Odoyo is especially confused by their inability to convert ability to performance, given how well the players do in nets and in non-international T20 games.
Looking at today’s associate cricketing structure – with the likes of the World Cricket League and Intercontinental Cup taking centre stage – Odoyo describes it as “not bad”. With more matches played, a more equal associate field, and better player development, Kenya is in a place where they have to perform: “we have to up our game,” Odoyo says succinctly.
He points out the example of Afghanistan and their meteoric rise. With teams doing that, Kenya has been left behind – and he says it’s entirely in Kenya’s hands to make that gap back up.
The development of better facilities, and a better structure, not just “club cricket and nothing else” that will allow Kenya to rise again.
Odoyo is also disappointed by the marginalisation of associates in the future World Cups, suggesting that only the ICC really understand why it’s happened.
“If the ICC really want to develop the game, they need to expand the teams.”
What’s evident, speaking to Odoyo, is that he’s passionate about Kenyan cricket. He’s realistic about what’s happened and the challenges ahead, but isn’t willing to simply accept where they are now. His reaction to Aasif Karim’s comments that Kenyan cricket is “dead and buried” sums him up:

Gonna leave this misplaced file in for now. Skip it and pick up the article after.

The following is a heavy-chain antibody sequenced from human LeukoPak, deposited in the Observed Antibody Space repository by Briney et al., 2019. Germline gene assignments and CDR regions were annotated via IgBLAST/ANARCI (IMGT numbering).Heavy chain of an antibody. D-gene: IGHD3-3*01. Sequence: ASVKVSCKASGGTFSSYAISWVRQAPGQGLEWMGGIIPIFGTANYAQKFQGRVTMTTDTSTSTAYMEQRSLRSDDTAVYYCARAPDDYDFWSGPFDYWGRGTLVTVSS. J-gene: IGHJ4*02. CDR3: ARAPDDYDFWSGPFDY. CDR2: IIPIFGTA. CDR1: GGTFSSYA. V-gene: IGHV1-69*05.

“No, I don’t agree even one bit. Here’s Aasif Karim saying Kenyan cricket is dead and buried – his son [Irfan Karim] is still playing for this country, so I don’t know why he’s saying this. He should be someone who comes and makes a difference. I’m not for people who criticise without making solutions. He has a chance to come and help the game, he’s a former cricketer – so instead of saying Kenyan cricket is dead and buried, he can come and make a difference.”
As someone who’s watching and interacting with Kenyan cricket day-to-day, and trying his best to help lift the nation’s cricket once more, he’s probably best placed to judge whether it really is ‘dead and buried’ – and as we’ve seen, the answer is a definitive no.
“I really believe, from what I’ve seen from Kenyan cricket, from the youngsters coming through, it’s just a matter of time before you see Kenyan cricket coming up there.”